Jane was married twice. Her first husband a Dutch nobleman, wildlife photographer Baron Hugo van Lawick. During their marriage she became known as Baroness Jane van Lawick-Goodall. The couple had a son, Hugo Eric Louis, affectionately known as “Grub,” who was born in 1967. The couple divorced in 1974. A year later Jane married Derek Bryceson, a member of Tanzania’s parliament and the director of the country’s national parks. He died of cancer in October 1980. His position in the Tanzanian government as head of the country’s national park system enabled him to protect Jane’s research project and implement an embargo on tourism at Gombe while he was alive.
When Jane was asked if she believed in God, Goodall in September 2010 her response was: “I don’t have any idea of who or what God is. But I do believe in some great spiritual power. I don’t know what to call it. I feel it particularly when I’m out in nature. It’s just something that’s bigger and stronger than what I am or what anybody is. I feel it. And it’s enough for me.”
Besides being an animal welfare and rights activist and former president of Advocates for Animals, an organization based in Edinburgh, Scotland, that campaigns against the use of animals in medical research, zoos, farming and sport, Jane is also a devoted vegetarian who advocates the diet for ethical, environmental, and health reasons. In The Inner World of Farm Animals, she wrote that farm animals are “far more aware and intelligent than we ever imagined and, despite having been bred as domestic slaves, they are individual beings in their own right. As such, they deserve our respect. And our help. Who will plead for them if we are silent?” She has also said, “Thousands of people who say they ‘love’ animals sit down once or twice a day to enjoy the flesh of creatures who have been treated so with little respect and kindness just to make more meat.”
Jane has had her share of criticism. There are suggestions that her methodology is flawed which calls into question the validity of her observations. She has used unconventional practices in her study, for example, naming individuals instead of numbering them. At the time numbering was used to prevent emotional attachment and loss of objectivity. Claiming to see individuality and emotion in chimpanzees, she was accused of “that worst of ethological sins”, anthropomorphism.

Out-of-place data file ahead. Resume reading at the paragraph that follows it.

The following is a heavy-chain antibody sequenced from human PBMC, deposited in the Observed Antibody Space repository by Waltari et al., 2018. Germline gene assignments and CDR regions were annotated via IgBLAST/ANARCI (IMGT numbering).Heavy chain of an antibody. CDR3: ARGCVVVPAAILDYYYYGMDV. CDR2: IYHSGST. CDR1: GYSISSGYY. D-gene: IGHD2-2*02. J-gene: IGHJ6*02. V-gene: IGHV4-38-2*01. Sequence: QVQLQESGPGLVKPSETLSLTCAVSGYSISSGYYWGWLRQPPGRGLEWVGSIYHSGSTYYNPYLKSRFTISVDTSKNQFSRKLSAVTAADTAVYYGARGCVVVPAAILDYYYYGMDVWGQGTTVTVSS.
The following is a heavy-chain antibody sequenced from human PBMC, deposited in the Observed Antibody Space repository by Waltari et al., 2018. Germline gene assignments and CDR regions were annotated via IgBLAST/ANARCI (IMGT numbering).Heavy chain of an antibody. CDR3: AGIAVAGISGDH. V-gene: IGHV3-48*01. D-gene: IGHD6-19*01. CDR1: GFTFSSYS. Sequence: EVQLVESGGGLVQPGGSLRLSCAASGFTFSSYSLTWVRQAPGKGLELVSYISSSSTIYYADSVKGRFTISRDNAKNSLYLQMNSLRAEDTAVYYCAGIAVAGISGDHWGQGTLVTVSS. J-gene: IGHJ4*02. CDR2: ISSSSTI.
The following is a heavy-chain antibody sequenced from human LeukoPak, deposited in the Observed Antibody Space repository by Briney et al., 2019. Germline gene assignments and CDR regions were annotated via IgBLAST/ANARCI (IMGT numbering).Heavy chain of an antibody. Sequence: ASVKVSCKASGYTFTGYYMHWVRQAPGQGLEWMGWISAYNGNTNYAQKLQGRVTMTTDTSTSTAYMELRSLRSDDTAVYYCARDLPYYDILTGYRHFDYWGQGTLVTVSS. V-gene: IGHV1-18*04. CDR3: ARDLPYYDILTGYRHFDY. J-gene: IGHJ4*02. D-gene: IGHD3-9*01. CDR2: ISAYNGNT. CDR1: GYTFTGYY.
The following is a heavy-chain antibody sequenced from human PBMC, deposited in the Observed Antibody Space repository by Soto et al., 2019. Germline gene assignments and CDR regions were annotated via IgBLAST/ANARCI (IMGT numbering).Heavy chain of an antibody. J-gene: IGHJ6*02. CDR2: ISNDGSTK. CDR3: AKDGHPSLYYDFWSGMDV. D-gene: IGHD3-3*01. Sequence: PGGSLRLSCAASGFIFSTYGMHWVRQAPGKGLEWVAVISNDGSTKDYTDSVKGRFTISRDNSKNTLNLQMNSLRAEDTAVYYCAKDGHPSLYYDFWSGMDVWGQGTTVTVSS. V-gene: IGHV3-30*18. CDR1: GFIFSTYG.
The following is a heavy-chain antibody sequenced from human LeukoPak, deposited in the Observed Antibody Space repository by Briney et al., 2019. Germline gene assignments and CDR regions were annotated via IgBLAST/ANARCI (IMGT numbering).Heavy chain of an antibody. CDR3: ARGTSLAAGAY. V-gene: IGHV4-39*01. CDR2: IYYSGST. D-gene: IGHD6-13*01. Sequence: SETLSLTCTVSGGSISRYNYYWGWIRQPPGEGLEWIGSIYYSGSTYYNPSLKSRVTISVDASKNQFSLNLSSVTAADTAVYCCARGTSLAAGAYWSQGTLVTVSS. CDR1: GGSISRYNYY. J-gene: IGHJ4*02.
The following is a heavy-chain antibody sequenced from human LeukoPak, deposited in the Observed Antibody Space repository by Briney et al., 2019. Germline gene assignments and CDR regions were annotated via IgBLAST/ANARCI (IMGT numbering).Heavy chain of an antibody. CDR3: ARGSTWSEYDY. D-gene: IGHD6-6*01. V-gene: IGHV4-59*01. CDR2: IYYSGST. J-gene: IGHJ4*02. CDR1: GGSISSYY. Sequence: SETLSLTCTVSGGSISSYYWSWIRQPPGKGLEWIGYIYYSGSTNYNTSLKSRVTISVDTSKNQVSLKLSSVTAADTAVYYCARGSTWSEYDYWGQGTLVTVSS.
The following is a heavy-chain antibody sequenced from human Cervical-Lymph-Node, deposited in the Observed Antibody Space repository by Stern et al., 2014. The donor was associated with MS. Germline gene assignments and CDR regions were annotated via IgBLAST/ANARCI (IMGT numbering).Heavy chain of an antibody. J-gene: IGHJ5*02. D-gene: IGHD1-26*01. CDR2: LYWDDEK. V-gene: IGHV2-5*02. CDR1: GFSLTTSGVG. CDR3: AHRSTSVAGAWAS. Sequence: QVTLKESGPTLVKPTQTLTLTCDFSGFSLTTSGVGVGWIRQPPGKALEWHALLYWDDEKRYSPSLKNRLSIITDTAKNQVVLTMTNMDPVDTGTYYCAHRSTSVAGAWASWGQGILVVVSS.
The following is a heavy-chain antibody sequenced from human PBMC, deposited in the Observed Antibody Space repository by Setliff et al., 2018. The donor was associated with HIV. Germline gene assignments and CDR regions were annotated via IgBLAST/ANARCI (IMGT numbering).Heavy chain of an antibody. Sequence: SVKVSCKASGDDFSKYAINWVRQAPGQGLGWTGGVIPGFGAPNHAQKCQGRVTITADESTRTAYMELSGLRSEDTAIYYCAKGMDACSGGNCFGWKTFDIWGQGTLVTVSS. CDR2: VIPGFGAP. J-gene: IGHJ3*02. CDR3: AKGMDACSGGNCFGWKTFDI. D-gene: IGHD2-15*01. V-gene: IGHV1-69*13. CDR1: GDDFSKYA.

On the flip side, Jane has received many honors for her environmental and humanitarian work, as well as others. She was named a Dame Commander of the Order of the British Empire in a ceremony held in Buckingham Palace in 2004. In April 2002, Secretary-General Kofi Annan named Goodall a United Nations Messenger of Peace. Her other honors include the Tyler Prize for Environmental Achievement, the French Legion of Honor, Medal of Tanzania, Japan’s prestigious Kyoto Prize, the Benjamin Franklin Medal in Life Science, the Gandhi-King Award for Nonviolence and the Spanish Prince of Asturias Awards. She is also a member of the advisory board of BBC Wildlife magazine and a patron of Population Matters (formerly the Optimum Population Trust). She has received many tributes, honors, and awards from local governments, schools, institutions, and charities around the world.
Today we celebrate this woman who continues to devote virtually all of her time to advocacy on behalf of chimpanzees and the environment, travelling nearly 300 days a year.
The greatest danger to our future is apathy.
Every individual matters. Every individual has a role to play. Every individual makes a difference.
The least I can do is speak out for those who cannot speak for themselves.
Chimpanzees have given me so much. The long hours spent with them in the forest have enriched my life beyond measure. What I have learned from them has shaped my understanding of human behavior, of our place in nature.